Oh my. Tell me you're kidding! I've never considered what lacquer thinner is made from, but if any petroleum product gets into the brake fluid, the repair will be more expensive than the car is worth. Rather than retype a really long answer, here is a copy of a short version I've posted before. If I need to, I'll find the long and boring version with a lot more information. Remember, this was written to someone else, so just take from it what you can:
If the fluid is contaminated with petroleum product the car is probably not worth repair. The first clue is the rubber bladder seal under the reservoir cap will be blown up and mushy. All the rubber parts in the hydraulic system will be grown the same way. The lip seals inside the master cylinder will grow past the fluid return ports and block them. That keeps the trapped fluid under pressure and unable to return to the reservoir, and that keeps the brakes partially applied. The excessive heat buildup from driving the car like that makes the brake fluid get real hot and expand. Since the fluid is trapped, when it expands, it applies the brakes harder. Eventually the car will barely move and one or two wheels will get real hot, both symptoms you're describing now.
The only proper fix is to remove everything with rubber parts, flush and dry the steel lines, then install new parts. That includes replacing the new calipers and wheel cylinders, all rubber flex hoses, the combination valve, and the master cylinder. If any part, such as the new calipers, are left on the car, the contamination will leach out of the seals and recontaminate the new fluid.
Every week we read about someone who accidentally put power steering fluid, engine oil, or transmission fluid in the master cylinder but there are other ways to contaminate the fluid. One problem that was more common years ago was repacking front wheel bearings, then wiping hands on a rag, then reseating the bladder seal into the cap when refilling the master cylinder. The grease residue on fingertips is enough to contaminate the system.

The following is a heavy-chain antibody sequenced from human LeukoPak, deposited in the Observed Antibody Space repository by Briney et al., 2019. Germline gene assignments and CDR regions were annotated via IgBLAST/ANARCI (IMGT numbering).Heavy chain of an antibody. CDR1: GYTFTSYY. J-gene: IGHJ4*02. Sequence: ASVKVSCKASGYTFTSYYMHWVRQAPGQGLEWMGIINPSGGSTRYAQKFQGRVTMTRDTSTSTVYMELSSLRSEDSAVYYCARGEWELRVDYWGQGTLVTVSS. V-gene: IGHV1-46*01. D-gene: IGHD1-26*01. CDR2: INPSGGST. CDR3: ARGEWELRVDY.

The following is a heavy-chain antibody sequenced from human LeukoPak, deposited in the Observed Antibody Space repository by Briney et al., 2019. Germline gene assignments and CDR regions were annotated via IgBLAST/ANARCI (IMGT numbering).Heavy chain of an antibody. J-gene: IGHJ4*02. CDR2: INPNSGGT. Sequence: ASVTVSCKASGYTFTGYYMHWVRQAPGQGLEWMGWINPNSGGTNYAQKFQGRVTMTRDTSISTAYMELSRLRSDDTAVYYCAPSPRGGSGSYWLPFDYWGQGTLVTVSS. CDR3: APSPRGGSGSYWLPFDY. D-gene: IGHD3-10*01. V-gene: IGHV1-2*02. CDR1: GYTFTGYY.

Another problem showed up many years ago at a mass merchandiser. A new mechanic wiped out a funnel used for engine oil, then used it to fill a brake pressure bleeder ball. The residue in the funnel contaminated five gallons of brake fluid and many cars.
Experienced brake mechanics will even wash their hands with soap and water before touching any seal or other rubber parts they're working on. Also, they will never use penetrating oil to free up rusted fittings in the brake system.
Brake fluid can be contaminated with water too but that won't cause the rubber parts to swell. That will simply lower the boiling point from well over 400 degrees to closer to 212 degrees, and it will promote corrosion of metal parts but that's all. Moisture contamination comes from leaving the master cylinder cap off or the cap off the bottle of new fluid. Brake fluid sucks humidity out of the air, and it will absorb some over time in the car's hydraulic system.
Lets hope you don't find contaminated fluid. It's fairly common to find rust buildup inside crimp fittings and brackets on flex hoses restricting them so fluid can be pumped to a caliper but it takes a long time to release. Often the additional clue is the brake pedal is higher and harder than normal when you press it.
Monday, June 27th, 2016 AT 12:21 AM